Different growth factors were shown to regulate Pea3 family members, for instance Fibroblast Growth Factor (FGF) was shown to regulate Pea3 proteins during development at various brain regions as well as retina (Weisinger et al., 2010), while GDNF, Met, HGF receptor was shown to play a role for recruitment of Pea3-positive neurons to motor neuron pools (Helmbacher et al., 2003). As stated above, Pea3 and Erm proteins were found to be expressed at late stages of lung development and is regulated by FGF signaling, however whether this is correlated with innervation with neurons (Liu et al., 2003), possibly in a manner similar to myogenic differentiation (although in myogenesis Pea3 was shown to be expressed in undifferentiated myoblasts at earlier stages of myogenic differentiation; Taylor et al., 1997), has not been clearly shown. Fontanet et al. (2013) have recently shown that Pea3 expression was induced in DRG neurons that are stimulated by NGF at the axon, indicating that this neurotrophin may indeed regulate Pea3 during target innervation.

In spite of many such studies emphasizing the importance of Pea3 subfamily proteins in various neuronal systems, targets of Pea3 transcriptional activity with respect to nervous system have not been fully understood. In C. elegans system ETS protein Ast-1 (axon steering defect-1) was shown to be responsible for dopaminergic neuron differentiation, and in the same system some of the major dopaminergic genes were shown to contain ets motifs as important regulatory elements (Flames and Hobert, 2009). Similar set of genes have not yet been identified for mammalian systems. So far, cadherin-8, ephrin receptor 4 (Ephr4) and semaphorin-3E were shown to be targets of Pea3 in neurons (Livet et al., 2002; Koo and Pfaff, 2002).

In our study, we have shown that transfection of Pea3 into various different neuronal model cells was sufficient to induce axon-like outgrowths, indicating that Pea3 could indeed be directly involved in regulation of neuronal maturation and/or differentiation in embryonic-derived motor neurons, but also in adult DRGs, implying it may have a role in neuroregeneration. We have further identified two potential novel targets for Pea3, namely, neurofilament-L and neurofilament-M. Furthermore, in a parallel ongoing microarray study, NF-L expression was found to be upregulated 1.87-fold in mPea3-transfected SH-SY5Y cells (manuscript in preparation). Our findings are supported by a study where FGF was shown to regulate Pea3 expression in the developing chick retina in a MAPK-dependent manner, with Pea3 being particularly expressed throughout retinal epithelium from stage 23 (McCabe et al., 2006). In this chick study, the authors have shown that Pea3 and neurofilament-M double-positive neurons were only present at the newly generated ganglion cell layer, and that FGF receptor inhibitor not only reduces Pea3 expression but also NF-M expression, confirming our findings in rat and human cell line models.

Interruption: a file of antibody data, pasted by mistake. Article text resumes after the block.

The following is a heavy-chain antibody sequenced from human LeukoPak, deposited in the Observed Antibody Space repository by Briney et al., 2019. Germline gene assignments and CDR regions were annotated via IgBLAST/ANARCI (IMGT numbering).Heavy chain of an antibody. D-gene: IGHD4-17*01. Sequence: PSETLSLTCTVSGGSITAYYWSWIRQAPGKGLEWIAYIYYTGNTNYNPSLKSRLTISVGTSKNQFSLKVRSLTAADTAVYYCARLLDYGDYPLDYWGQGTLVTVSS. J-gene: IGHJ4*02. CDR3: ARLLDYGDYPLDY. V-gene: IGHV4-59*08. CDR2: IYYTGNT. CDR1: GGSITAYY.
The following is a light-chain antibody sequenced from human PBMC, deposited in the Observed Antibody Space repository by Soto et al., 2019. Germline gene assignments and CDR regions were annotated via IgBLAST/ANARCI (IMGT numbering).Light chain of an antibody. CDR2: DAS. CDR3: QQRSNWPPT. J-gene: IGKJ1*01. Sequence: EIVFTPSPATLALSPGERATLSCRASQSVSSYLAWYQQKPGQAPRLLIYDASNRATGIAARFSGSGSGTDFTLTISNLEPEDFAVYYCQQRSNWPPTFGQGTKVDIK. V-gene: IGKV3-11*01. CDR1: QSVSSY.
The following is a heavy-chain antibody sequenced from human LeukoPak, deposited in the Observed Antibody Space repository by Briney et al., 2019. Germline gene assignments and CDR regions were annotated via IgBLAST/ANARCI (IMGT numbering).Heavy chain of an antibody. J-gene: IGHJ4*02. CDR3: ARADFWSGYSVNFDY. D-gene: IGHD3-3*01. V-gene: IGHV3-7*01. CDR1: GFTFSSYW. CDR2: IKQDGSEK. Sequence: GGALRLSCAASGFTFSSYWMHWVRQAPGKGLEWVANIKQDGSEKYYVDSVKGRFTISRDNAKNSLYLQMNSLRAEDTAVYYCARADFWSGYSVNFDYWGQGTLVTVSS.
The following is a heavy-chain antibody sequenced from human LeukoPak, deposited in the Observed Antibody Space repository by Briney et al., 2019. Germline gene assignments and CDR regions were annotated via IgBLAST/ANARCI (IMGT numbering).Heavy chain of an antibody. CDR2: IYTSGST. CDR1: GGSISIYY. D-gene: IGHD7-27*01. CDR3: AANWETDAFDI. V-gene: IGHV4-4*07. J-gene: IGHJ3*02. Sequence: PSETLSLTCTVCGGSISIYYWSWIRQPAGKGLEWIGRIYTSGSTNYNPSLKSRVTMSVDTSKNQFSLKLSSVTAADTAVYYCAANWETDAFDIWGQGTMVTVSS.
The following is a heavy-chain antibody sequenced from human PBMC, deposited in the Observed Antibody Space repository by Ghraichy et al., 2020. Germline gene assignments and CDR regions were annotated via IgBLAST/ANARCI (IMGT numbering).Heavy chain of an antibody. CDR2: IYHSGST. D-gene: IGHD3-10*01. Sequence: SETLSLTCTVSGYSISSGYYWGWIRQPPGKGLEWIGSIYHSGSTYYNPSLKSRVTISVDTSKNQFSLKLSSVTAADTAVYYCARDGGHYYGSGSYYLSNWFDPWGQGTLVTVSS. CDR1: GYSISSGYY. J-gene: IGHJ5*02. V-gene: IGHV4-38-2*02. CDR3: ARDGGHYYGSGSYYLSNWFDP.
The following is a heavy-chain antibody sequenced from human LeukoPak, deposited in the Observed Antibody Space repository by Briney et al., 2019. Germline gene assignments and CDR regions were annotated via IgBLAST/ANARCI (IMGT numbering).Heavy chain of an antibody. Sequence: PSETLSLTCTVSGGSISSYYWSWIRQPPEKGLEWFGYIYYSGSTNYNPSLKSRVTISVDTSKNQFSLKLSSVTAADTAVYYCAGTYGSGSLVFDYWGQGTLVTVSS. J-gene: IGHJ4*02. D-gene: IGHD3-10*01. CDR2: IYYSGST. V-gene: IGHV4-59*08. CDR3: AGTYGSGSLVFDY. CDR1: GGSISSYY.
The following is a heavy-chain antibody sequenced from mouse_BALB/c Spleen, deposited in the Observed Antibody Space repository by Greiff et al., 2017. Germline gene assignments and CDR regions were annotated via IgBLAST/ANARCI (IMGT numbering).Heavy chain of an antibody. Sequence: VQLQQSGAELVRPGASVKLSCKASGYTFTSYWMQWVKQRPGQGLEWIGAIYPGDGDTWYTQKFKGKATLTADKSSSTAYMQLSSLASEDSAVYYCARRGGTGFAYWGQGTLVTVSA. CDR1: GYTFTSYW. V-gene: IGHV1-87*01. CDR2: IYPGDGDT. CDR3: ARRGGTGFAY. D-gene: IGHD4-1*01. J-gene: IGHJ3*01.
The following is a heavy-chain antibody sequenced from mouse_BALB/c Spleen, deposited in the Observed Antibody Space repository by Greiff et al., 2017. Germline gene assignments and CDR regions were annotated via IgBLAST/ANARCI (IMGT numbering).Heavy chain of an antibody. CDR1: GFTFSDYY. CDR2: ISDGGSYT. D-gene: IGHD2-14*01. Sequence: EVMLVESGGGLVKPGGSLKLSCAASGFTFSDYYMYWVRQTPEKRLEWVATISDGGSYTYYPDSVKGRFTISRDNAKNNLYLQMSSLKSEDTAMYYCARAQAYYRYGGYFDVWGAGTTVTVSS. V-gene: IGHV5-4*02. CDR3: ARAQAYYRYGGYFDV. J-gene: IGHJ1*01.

There are various different and parallel transcriptional, signaling, and guidance-related events involved in different aspects of neuronal development in the vertebrates (reviewed in Polleux et al., 2007), therefore the genes identified in our study as novel Pea3 targets are likely to be only the tip of an iceberg of transcriptional targets, that need to be identified for each Pea3 subfamily member separately in different neuronal systems. In this study we have only demonstrated the capacity of Pea3 to regulate neuronal axon formation, and have shown potential phosphorylation site Serine 90 to play an important part in this function. More detailed analyses are required for a detailed dynamics of Pea3-dependent transcriptional regulation in various aspects of nervous system components.